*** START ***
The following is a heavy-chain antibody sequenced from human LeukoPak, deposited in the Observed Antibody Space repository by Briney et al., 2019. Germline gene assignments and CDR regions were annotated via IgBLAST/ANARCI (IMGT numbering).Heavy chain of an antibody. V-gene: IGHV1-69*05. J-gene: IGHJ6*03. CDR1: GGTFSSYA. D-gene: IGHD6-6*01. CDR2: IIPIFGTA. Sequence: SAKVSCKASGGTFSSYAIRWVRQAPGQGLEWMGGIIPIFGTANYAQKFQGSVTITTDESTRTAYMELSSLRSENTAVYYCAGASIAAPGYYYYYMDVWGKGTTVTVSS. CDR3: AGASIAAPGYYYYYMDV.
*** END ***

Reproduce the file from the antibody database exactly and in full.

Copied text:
The following is a heavy-chain antibody sequenced from human LeukoPak, deposited in the Observed Antibody Space repository by Briney et al., 2019. Germline gene assignments and CDR regions were annotated via IgBLAST/ANARCI (IMGT numbering).Heavy chain of an antibody. V-gene: IGHV1-69*05. J-gene: IGHJ6*03. CDR1: GGTFSSYA. D-gene: IGHD6-6*01. CDR2: IIPIFGTA. Sequence: SAKVSCKASGGTFSSYAIRWVRQAPGQGLEWMGGIIPIFGTANYAQKFQGSVTITTDESTRTAYMELSSLRSENTAVYYCAGASIAAPGYYYYYMDVWGKGTTVTVSS. CDR3: AGASIAAPGYYYYYMDV.